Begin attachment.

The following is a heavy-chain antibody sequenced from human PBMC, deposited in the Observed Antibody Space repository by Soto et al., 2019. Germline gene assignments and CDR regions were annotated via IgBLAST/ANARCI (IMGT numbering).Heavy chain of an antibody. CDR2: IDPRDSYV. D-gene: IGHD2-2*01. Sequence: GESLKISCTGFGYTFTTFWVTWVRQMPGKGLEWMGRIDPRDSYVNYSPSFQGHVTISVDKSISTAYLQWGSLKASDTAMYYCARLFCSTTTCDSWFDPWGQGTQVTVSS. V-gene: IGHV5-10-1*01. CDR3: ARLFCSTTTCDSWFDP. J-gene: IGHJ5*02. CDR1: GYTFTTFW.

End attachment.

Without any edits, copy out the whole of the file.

The following is a heavy-chain antibody sequenced from human PBMC, deposited in the Observed Antibody Space repository by Soto et al., 2019. Germline gene assignments and CDR regions were annotated via IgBLAST/ANARCI (IMGT numbering).Heavy chain of an antibody. CDR2: IDPRDSYV. D-gene: IGHD2-2*01. Sequence: GESLKISCTGFGYTFTTFWVTWVRQMPGKGLEWMGRIDPRDSYVNYSPSFQGHVTISVDKSISTAYLQWGSLKASDTAMYYCARLFCSTTTCDSWFDPWGQGTQVTVSS. V-gene: IGHV5-10-1*01. CDR3: ARLFCSTTTCDSWFDP. J-gene: IGHJ5*02. CDR1: GYTFTTFW.